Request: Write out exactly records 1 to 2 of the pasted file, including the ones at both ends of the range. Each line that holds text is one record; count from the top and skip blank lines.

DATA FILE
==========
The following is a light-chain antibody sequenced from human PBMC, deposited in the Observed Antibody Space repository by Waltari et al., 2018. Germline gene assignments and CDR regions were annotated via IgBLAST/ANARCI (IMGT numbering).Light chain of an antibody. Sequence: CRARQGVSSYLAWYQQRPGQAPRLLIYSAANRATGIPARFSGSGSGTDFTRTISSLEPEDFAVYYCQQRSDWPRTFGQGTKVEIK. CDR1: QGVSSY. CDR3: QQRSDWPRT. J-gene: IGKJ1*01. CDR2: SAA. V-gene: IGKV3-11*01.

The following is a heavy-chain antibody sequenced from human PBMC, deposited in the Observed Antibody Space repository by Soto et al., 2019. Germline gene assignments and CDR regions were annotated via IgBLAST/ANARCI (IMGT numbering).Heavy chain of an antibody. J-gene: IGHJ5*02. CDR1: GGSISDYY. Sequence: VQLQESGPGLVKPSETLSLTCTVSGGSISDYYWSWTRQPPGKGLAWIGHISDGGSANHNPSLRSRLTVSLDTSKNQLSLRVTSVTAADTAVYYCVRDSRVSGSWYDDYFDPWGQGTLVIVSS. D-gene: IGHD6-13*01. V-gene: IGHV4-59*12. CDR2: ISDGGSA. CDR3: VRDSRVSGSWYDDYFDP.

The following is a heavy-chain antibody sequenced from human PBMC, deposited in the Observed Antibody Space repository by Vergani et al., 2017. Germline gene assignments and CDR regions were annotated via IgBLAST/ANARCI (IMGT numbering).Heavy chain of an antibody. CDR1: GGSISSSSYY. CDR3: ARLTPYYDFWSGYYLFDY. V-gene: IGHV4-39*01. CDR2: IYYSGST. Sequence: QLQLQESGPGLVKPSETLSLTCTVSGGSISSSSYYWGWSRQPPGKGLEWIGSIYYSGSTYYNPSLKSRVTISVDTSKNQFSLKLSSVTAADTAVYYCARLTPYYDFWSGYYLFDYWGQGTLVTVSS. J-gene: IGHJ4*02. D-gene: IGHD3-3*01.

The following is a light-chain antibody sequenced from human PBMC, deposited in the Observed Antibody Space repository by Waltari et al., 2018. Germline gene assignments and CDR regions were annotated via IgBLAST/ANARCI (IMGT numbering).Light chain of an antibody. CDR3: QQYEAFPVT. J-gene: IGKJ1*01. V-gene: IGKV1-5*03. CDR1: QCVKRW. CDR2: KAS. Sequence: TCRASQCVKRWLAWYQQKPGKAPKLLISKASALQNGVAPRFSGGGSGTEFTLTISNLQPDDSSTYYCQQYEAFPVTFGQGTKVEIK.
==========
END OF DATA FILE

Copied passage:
The following is a light-chain antibody sequenced from human PBMC, deposited in the Observed Antibody Space repository by Waltari et al., 2018. Germline gene assignments and CDR regions were annotated via IgBLAST/ANARCI (IMGT numbering).Light chain of an antibody. Sequence: CRARQGVSSYLAWYQQRPGQAPRLLIYSAANRATGIPARFSGSGSGTDFTRTISSLEPEDFAVYYCQQRSDWPRTFGQGTKVEIK. CDR1: QGVSSY. CDR3: QQRSDWPRT. J-gene: IGKJ1*01. CDR2: SAA. V-gene: IGKV3-11*01.

The following is a heavy-chain antibody sequenced from human PBMC, deposited in the Observed Antibody Space repository by Soto et al., 2019. Germline gene assignments and CDR regions were annotated via IgBLAST/ANARCI (IMGT numbering).Heavy chain of an antibody. J-gene: IGHJ5*02. CDR1: GGSISDYY. Sequence: VQLQESGPGLVKPSETLSLTCTVSGGSISDYYWSWTRQPPGKGLAWIGHISDGGSANHNPSLRSRLTVSLDTSKNQLSLRVTSVTAADTAVYYCVRDSRVSGSWYDDYFDPWGQGTLVIVSS. D-gene: IGHD6-13*01. V-gene: IGHV4-59*12. CDR2: ISDGGSA. CDR3: VRDSRVSGSWYDDYFDP.